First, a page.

Wednesday, February 28, 2024
India News

Stormy Monday in Chennai: Why are our cities so flood-prone?

Cyclone Michaung has brought India’s fourth largest city, Chennai, to its knees. Its recent efforts to prepare for such extreme weather events have been found to be wanting. Mint explains why the city, which prides itself as an ideal investment destination, needs to do a lot more.

How hard did Cyclone Michaung hit Chennai?

The slow-moving cyclone dumped an unprecedented 43 cm of rain in just 35 hours leading to massive flooding across the city. This caused a major power outage which lasted more than 36 hours and it disrupted telecom services, including the internet. Thousands of residents were evacuated by boat while many more struggled without food or drinking water. Eight people have died. Chennai airport, one of India’s busiest, was shut down due to water-logging on Monday and all incoming flights were diverted to other nearby airports. Scores of train services were cancelled. Arterial highways were cut off too.

What was the economic impact?

It is expected to be severe. Many industrial estates in and around the city have been flooded and its impact will be known in the coming days. The automobile and electronics cluster of Sriperumbudur and Oragadam—home to Hyundai, Daimler, Renault-Nissan, Foxconn and many other global majors—had to shut operations on Monday and operated with skeletal staff on Tuesday. With airports shut, trains cancelled and roads flooded, economic activity came to a halt for two days. Chennai’s famed IT-hub is still under water. Experts fear economic loss could run into hundreds of crores of rupees.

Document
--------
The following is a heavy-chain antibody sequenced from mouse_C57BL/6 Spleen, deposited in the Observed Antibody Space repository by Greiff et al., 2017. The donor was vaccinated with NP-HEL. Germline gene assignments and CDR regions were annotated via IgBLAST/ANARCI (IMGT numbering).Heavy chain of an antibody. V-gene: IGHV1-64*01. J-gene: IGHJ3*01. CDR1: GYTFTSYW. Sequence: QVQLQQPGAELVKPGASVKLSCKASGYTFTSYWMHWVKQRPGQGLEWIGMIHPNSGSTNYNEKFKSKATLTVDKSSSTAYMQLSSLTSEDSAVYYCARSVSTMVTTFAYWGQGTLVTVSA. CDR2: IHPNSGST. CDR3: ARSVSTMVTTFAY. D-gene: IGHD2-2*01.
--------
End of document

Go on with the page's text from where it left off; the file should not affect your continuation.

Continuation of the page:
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Have things returned to normal?

Not yet. Almost 36 hours after the last drop of rain, parts of the city are still flooded and without power. While the administration has been working on a war footing, such is the scale of damage that it is taking frustratingly long to restore normalcy. Airports resumed operations on Tuesday and train services too have begun but most industrial estates are yet to resume work.

Why is Chennai so unprepared?

Compared to earlier years, Chennai was theoretically better prepared as it had built a network of storm water drains (at a cost of 4,000 crore). But due to the poor quality of construction and the massive amount of rain that Chennai received, it failed to evacuate the water in many parts of the city. Rampant encroachment and choking of water bodies, especially in the southern outskirts, is another reason for the present crisis. Simply put, the city is paying the price of unplanned development.

What more should Chennai do?

Not just Chennai but all Indian cities that are prone to extreme weather events need to be better prepared. They include Bengaluru, National Capital Region and Mumbai. All of these cities had faced extreme weather events recently. As per the World Meteorological Organization, India lost $4.2 billion in 2022 to climate disasters, pointing to the need for a disaster mitigation plan. If such a plan is not put in place soon, not just Chennai but the entire nation’s claim of being an ideal investment destination will be questioned.

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